I think the rage we see in the United States exists because once a people forward such a lofty ideal, once the expectation of equality and opportunity sits in the hearts and minds of the people, when those people are brought to dream and hope and aspire to happiness and freedom, when that equality and opportunity is denied to some of those people by others of those same people, the distance between the ideal and the reality creates a deep anger and resentment in the oppressed, and a deep fear of power loss in the oppressors. And rightly so.
I suspect that if true equality ever exists in a human society, it will see less rage and violence than we do now. What will there be to rage against?
But as evolution relates in my mind to topfreedom and gender equality, while authentically interesting to speak of the biological history of breast evolution or sexual evolution in general, evolution is no justification for unequal treatment. In the extreme examples, attempts to make a master race are nothing more than attempts to manipulate evolutionary forces to eliminate one type of human and proliferate another. In less genocidal situations, evolutionary arguments can still be and are easily co-opted to justify some differential treatment or other. (I’m not saying anyone in this thread has done this, and thank you for that.)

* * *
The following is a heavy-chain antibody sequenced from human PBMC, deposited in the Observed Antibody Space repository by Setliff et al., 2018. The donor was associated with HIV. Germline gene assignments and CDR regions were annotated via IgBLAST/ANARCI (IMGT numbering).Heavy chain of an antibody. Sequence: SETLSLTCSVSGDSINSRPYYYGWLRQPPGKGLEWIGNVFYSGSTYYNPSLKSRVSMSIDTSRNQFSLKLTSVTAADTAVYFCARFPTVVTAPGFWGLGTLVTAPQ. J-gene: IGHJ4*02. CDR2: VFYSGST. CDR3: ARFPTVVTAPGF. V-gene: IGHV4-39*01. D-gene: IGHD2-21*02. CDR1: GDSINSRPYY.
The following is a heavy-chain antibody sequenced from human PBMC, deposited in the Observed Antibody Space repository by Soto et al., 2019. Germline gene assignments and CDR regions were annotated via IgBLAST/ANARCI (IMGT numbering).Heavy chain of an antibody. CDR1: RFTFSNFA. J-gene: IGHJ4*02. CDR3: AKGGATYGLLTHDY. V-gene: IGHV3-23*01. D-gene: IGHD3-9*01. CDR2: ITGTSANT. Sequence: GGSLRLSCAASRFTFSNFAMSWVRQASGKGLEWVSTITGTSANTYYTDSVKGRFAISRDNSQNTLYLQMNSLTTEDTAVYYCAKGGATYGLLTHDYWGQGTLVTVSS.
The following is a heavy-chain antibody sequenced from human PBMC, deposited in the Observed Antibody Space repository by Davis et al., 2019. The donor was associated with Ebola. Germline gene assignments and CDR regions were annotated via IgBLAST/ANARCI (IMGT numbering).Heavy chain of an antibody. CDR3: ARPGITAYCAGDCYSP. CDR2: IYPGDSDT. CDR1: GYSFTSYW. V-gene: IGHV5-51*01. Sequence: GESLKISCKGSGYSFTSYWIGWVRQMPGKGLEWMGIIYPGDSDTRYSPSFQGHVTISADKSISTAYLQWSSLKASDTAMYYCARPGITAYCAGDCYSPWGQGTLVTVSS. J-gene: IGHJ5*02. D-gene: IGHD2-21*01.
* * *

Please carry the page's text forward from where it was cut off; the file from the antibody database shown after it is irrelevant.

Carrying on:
My assertion is simply that in the United States we have held aloft this ideal of equality that we have yet to realize. Treating all bodies equally is but one part of realizing that ideal. Treating the races and genders equally under the law is going to take generations, because the unequal treatment we have normalized has existed for centuries if not millennia.
Evolution? Creation? It doesn’t matter, because in this country, at its founding, we said it doesn’t matter. However we came to be we came to be equally, and so we remain.